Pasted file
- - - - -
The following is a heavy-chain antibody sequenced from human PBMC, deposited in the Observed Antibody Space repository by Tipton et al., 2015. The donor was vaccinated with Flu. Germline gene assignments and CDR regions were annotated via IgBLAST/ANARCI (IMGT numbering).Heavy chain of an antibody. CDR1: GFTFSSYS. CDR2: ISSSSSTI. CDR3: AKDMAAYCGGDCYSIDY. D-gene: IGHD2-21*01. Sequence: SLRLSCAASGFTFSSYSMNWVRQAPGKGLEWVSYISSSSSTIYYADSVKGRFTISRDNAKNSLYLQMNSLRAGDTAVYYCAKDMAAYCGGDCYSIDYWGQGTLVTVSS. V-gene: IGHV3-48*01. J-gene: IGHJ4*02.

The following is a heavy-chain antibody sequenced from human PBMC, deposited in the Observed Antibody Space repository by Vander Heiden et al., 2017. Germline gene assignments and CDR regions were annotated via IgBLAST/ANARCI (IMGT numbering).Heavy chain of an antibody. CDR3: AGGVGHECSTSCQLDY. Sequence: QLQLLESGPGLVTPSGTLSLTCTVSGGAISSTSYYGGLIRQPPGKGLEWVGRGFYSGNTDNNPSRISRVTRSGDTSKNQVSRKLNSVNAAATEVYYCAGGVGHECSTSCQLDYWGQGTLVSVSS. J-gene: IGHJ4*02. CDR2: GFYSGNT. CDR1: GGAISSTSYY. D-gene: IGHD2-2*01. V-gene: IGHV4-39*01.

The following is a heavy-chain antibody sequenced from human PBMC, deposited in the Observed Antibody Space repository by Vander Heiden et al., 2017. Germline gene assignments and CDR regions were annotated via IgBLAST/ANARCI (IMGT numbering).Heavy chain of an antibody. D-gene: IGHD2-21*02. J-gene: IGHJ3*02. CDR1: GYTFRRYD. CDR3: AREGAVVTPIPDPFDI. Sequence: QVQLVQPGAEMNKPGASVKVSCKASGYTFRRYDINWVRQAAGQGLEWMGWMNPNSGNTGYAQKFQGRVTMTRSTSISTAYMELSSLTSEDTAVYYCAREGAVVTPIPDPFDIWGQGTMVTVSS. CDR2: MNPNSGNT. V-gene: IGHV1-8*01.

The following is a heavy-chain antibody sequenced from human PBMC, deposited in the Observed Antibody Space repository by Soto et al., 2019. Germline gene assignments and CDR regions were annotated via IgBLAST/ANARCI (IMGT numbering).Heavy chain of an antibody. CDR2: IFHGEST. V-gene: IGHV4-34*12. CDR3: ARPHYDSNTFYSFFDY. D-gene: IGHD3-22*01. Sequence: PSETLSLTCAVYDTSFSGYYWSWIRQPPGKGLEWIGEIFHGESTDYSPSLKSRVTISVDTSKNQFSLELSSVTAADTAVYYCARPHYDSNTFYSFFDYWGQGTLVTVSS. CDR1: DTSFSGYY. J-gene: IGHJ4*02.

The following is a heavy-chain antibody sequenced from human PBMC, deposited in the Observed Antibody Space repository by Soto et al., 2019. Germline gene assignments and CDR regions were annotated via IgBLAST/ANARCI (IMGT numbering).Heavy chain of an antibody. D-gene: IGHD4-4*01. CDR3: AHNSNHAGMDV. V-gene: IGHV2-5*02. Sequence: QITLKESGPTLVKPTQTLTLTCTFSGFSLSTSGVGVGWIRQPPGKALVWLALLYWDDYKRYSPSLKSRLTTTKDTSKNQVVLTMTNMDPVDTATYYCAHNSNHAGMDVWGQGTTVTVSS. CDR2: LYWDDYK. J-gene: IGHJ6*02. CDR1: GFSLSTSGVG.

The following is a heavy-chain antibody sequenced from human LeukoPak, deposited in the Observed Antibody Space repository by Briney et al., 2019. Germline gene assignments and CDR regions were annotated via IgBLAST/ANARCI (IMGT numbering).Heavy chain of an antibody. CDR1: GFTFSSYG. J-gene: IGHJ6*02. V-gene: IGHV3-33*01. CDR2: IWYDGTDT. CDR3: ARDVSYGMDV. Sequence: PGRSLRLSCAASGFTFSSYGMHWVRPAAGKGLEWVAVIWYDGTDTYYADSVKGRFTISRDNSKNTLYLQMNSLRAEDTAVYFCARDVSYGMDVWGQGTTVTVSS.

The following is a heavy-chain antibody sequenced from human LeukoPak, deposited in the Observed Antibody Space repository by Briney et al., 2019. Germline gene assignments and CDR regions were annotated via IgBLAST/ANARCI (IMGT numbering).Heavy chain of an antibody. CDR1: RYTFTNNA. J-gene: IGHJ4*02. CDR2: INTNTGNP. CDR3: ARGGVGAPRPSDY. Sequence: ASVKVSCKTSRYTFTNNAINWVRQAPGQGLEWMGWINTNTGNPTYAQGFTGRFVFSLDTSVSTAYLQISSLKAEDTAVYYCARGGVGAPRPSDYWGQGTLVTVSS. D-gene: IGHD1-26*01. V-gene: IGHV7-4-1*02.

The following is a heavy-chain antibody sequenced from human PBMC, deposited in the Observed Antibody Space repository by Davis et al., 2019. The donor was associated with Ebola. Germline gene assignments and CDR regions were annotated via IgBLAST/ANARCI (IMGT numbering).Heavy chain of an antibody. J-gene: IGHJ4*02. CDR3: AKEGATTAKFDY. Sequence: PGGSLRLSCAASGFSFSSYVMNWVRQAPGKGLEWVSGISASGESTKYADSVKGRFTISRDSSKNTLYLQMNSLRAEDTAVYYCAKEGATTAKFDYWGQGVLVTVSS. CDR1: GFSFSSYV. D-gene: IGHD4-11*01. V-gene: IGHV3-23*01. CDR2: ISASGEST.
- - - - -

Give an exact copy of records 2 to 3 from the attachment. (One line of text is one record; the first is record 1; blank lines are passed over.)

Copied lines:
The following is a heavy-chain antibody sequenced from human PBMC, deposited in the Observed Antibody Space repository by Vander Heiden et al., 2017. Germline gene assignments and CDR regions were annotated via IgBLAST/ANARCI (IMGT numbering).Heavy chain of an antibody. CDR3: AGGVGHECSTSCQLDY. Sequence: QLQLLESGPGLVTPSGTLSLTCTVSGGAISSTSYYGGLIRQPPGKGLEWVGRGFYSGNTDNNPSRISRVTRSGDTSKNQVSRKLNSVNAAATEVYYCAGGVGHECSTSCQLDYWGQGTLVSVSS. J-gene: IGHJ4*02. CDR2: GFYSGNT. CDR1: GGAISSTSYY. D-gene: IGHD2-2*01. V-gene: IGHV4-39*01.

The following is a heavy-chain antibody sequenced from human PBMC, deposited in the Observed Antibody Space repository by Vander Heiden et al., 2017. Germline gene assignments and CDR regions were annotated via IgBLAST/ANARCI (IMGT numbering).Heavy chain of an antibody. D-gene: IGHD2-21*02. J-gene: IGHJ3*02. CDR1: GYTFRRYD. CDR3: AREGAVVTPIPDPFDI. Sequence: QVQLVQPGAEMNKPGASVKVSCKASGYTFRRYDINWVRQAAGQGLEWMGWMNPNSGNTGYAQKFQGRVTMTRSTSISTAYMELSSLTSEDTAVYYCAREGAVVTPIPDPFDIWGQGTMVTVSS. CDR2: MNPNSGNT. V-gene: IGHV1-8*01.